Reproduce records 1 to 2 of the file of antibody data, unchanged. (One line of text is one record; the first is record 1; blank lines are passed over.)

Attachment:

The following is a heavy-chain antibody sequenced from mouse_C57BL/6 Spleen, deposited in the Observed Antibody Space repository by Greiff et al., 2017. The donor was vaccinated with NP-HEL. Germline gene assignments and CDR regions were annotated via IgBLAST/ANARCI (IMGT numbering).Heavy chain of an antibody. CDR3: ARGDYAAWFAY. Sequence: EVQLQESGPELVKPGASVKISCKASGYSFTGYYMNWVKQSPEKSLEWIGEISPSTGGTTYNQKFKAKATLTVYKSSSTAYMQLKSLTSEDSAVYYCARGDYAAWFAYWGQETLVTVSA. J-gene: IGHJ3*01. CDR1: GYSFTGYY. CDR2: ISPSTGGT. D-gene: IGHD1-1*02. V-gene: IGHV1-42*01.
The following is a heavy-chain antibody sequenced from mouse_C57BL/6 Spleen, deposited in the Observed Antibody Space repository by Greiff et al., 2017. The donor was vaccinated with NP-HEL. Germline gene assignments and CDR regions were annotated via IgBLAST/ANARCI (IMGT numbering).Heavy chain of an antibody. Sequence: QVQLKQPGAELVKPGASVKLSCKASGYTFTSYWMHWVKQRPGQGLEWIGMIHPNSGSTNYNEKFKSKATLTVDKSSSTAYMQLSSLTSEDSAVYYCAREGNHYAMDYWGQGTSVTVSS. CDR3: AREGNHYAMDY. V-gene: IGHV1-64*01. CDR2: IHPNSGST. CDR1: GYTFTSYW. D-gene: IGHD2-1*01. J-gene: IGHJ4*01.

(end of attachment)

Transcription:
The following is a heavy-chain antibody sequenced from mouse_C57BL/6 Spleen, deposited in the Observed Antibody Space repository by Greiff et al., 2017. The donor was vaccinated with NP-HEL. Germline gene assignments and CDR regions were annotated via IgBLAST/ANARCI (IMGT numbering).Heavy chain of an antibody. CDR3: ARGDYAAWFAY. Sequence: EVQLQESGPELVKPGASVKISCKASGYSFTGYYMNWVKQSPEKSLEWIGEISPSTGGTTYNQKFKAKATLTVYKSSSTAYMQLKSLTSEDSAVYYCARGDYAAWFAYWGQETLVTVSA. J-gene: IGHJ3*01. CDR1: GYSFTGYY. CDR2: ISPSTGGT. D-gene: IGHD1-1*02. V-gene: IGHV1-42*01.
The following is a heavy-chain antibody sequenced from mouse_C57BL/6 Spleen, deposited in the Observed Antibody Space repository by Greiff et al., 2017. The donor was vaccinated with NP-HEL. Germline gene assignments and CDR regions were annotated via IgBLAST/ANARCI (IMGT numbering).Heavy chain of an antibody. Sequence: QVQLKQPGAELVKPGASVKLSCKASGYTFTSYWMHWVKQRPGQGLEWIGMIHPNSGSTNYNEKFKSKATLTVDKSSSTAYMQLSSLTSEDSAVYYCAREGNHYAMDYWGQGTSVTVSS. CDR3: AREGNHYAMDY. V-gene: IGHV1-64*01. CDR2: IHPNSGST. CDR1: GYTFTSYW. D-gene: IGHD2-1*01. J-gene: IGHJ4*01.